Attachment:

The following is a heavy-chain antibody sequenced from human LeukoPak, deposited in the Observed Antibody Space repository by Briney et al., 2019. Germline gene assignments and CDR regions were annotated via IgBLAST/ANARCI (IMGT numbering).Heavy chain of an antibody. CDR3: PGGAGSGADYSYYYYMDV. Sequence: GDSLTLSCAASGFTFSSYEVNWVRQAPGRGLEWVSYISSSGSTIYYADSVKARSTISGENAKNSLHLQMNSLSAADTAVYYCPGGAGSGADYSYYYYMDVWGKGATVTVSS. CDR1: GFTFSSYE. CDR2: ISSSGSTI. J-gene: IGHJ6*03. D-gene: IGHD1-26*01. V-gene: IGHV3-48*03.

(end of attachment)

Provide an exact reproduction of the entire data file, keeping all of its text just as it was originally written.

The following is a heavy-chain antibody sequenced from human LeukoPak, deposited in the Observed Antibody Space repository by Briney et al., 2019. Germline gene assignments and CDR regions were annotated via IgBLAST/ANARCI (IMGT numbering).Heavy chain of an antibody. CDR3: PGGAGSGADYSYYYYMDV. Sequence: GDSLTLSCAASGFTFSSYEVNWVRQAPGRGLEWVSYISSSGSTIYYADSVKARSTISGENAKNSLHLQMNSLSAADTAVYYCPGGAGSGADYSYYYYMDVWGKGATVTVSS. CDR1: GFTFSSYE. CDR2: ISSSGSTI. J-gene: IGHJ6*03. D-gene: IGHD1-26*01. V-gene: IGHV3-48*03.